Monday, December 14, 2009

Natural mosquito repellents

Bog Myrtle/Myrica Gale
Myrica gale is a species of flowering plant in the genus Myrica, native to northern and western Europe and parts of northern North America. The foliage has a sweet resinous scent, and is a traditional insect repellent, used by campers to keep biting insects out of tents.It is also marketed by Totally Herby of Scotland [3] as an insect repellent, and by The Highland Soap Company [4] as a soap.In Scotland it has been traditionally used to ward off the dreaded midge.Sweet Gale can grow in a narrow band in the intertidal zone, especially if it has some logs, washed down into the estuary on which to establish itself. It is a favorite food of beavers and low beaver dams can be found in the intertidal zone if sufficient sweet gale is present. The ponds thus formed are often completely submerged at high tide but retain water at low tide and provide deep enough water to provide a refuge for fish, including juvenile salmon where the water is too deep for predation by wading birds. Thus the presence of Sweet Gale can enhance salmon recruitment. Myrica gale is listed as an abortifacient and, therefore, should not be consumed by women who are, or might be, pregnant.[6][7] wikipedia

Swedish scientists have found that Achillea_millefolium/ yarrow extract repels mosquitoes.[1]

A Thai study found both clove oil and celery seed extract to be effective mosquito repellants:
study

Carvacrol Carvacrol inhibits the growth of several bacteria strains, e.g. Escherichia coli[5] and Bacillus cereus. Its low toxicity together with its pleasant taste and smell suggests its use as a food additive to prevent bacterial contamination.
The cause of the antimicrobial properties is believed to be disruption of the bacteria membrane.
It is a potent activator of the human ion channels transient receptor potential V3 (TRPV3) and A1 (TRPA1).

Physiology of TRPV3 channel: TRPV3, is a human gene encoding the protein of the same name.

The TRPV3 protein belongs to a family of nonselective cation channels that function in a variety of processes, including temperature sensation and vasoregulation. The thermosensitive members of this family are expressed in subsets of sensory neurons that terminate in the skin, and are activated at distinct physiological temperatures. This channel is activated at temperatures between 22 and 40 degrees C.

The TRPV3 channel is widely expressed in the human body, especially in the skin in keratinocytes, but also in the brain. It functions as a molecular sensor for innocuous warm temperatures.[2] Mice lacking these protein are unable to sense elevated temperatures (>33 °C) but are able to sense cold and noxious heat.[3] In addition to thermosenstation TRPV3 channels seem to play a role in hair growth because mutations in the TRPV3 gene cause hair loss in mice.[4] The role of TRPV3 channels in the brain is unclear.

The TRPV3 channel is directly activated by various natural compounds like carvacrol, thymol and eugenol.[5] Several other monoterpenoids which cause either feeling of warmth or are skin sensitizers can also open the channel.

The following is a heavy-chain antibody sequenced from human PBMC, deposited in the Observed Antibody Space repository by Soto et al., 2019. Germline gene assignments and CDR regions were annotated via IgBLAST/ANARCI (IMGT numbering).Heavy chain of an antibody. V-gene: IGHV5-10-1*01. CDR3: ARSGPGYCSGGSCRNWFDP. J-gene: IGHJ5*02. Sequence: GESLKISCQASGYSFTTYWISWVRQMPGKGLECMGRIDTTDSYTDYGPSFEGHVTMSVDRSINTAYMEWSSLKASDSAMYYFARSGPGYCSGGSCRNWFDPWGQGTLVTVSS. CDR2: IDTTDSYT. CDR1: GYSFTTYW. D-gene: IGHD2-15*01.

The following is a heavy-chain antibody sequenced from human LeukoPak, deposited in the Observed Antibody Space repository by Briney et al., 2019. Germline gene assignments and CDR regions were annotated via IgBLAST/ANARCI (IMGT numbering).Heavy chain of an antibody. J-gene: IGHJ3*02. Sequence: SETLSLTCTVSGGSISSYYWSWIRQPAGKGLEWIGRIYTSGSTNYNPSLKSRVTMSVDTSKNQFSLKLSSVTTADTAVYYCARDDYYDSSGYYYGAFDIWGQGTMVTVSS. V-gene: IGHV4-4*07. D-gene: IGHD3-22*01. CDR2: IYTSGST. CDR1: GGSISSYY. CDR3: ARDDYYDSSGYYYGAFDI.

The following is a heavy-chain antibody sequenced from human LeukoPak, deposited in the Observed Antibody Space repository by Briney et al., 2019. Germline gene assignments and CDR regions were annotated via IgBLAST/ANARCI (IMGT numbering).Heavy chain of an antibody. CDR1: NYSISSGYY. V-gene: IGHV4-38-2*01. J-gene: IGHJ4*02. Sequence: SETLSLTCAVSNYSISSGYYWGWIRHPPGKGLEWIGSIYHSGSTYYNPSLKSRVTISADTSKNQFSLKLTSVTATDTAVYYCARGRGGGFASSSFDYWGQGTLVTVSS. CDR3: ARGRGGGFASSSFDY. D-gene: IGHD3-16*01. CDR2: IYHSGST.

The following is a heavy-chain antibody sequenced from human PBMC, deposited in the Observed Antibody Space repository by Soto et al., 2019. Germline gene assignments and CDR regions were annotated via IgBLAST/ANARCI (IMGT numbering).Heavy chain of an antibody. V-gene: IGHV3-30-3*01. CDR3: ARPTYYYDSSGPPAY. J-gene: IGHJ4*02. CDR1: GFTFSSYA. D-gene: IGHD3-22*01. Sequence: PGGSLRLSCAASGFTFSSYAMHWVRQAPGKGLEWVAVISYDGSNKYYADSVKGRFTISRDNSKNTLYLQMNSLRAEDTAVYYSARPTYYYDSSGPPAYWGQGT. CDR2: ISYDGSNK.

Herbal insect repellents (caution, see medical information for possible side-effects)
insect repellents
* Achillea alpina (mosquitos)
* alpha-terpinene (mosquitos)[17]
* Basil[18] Further information: Ocimum basilicum
* Callicarpa americana (Beautyberry)[19]
* Camphor (moths)[20]
* Carvacrol (mosquitos)[17]
* Castor oil (Ricinus communis) (mosquitos)[21]
* Catnip oil (Nepeta species) (nepetalactone against mosquitos)[22]
* Cedar oil (mosquitos)[21]
* Celery extract (Apium graveolens) (mosquitos)
* Cinnamon[24] (leaf oil kills mosquito larvae)[25]
* Citronella oil (repels mosquitos)[21]
* Clove oil (mosquitoes)[21]
* Eucalyptus oil (70%+ eucalyptol), (cineol is a synonym), mosquitos, flies, dust mites[26])
* Fennel oil (Foeniculum vulgare) (mosquitos)[17]
* Garlic (Allium sativum) (rice weevil, wheat flour beetle)[27] (NB: a dose similar to the one as a food ingredient should be used for the time being)
* Geranium oil (also known as Pelargonium graveolens) [28], [21]
* Lavender[29][30]
* Lemon eucalyptus (Corymbia citriodora) essential oil and its active ingredient p-menthane-3,8-diol (PMD)
* Lemongrass oil (Cymbopogon species) (mosquitos)[21]
* Marigolds (Tagetes species)
* Marjoram (Spider mites Tetranychus urticae and Eutetranychus orientalis)[32]
* Neem oil (Azadirachta indica) (Repels or kills mosquitos, their larvae and a plethora of other insects including those in agriculture)
* Peppermint (Mentha x piperita) (mosquitos)[34]
* Pennyroyal (Mentha pulegium) (mosquitos,[26] fleas[35]), but very toxic to pets.[35]
* Pyrethrum (from Chrysanthemum species, particularly C. cinerariifolium and C. coccineum)
* Rosemary (Rosmarinus officinalis) [32] (mosquitos)[21]
* Spanish Flag Lantana camara (against Tea Mosquito Bug, Helopeltis theivora) [36]
* Solanum villosum berry juice (against Stegomyia aegypti mosquitos)[37]
* Tea tree[38]
* Thyme (Thymus species)(mosquitos)[17]

Also note that chimps consume noxious herbs to remove stomach parasites, capuchin monkeys rub citrus rinds on their backs to protect against insects, and spider monkeys use twigs/chewed foliage as body rubs. http://dsc.discovery.com/news/2009/07/31/spider-monkey-scratcher.html
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Butterfly wings & typhoon probability
flap
These proponents of chaos theory never mention that flying insects/birds/bats cause stratified gases in sub-canopy humid rainforests to mix, improving photosynthesis & respiration efficiency.

Ants & plants: plants control guardian ants with chemicals, repellants & food
ants & plants

Cycads (pre-conifers) & thrips (ant-like), chemicals attract & repulse, push-pull pollination
cycad attraction/repulsion

flower color changes

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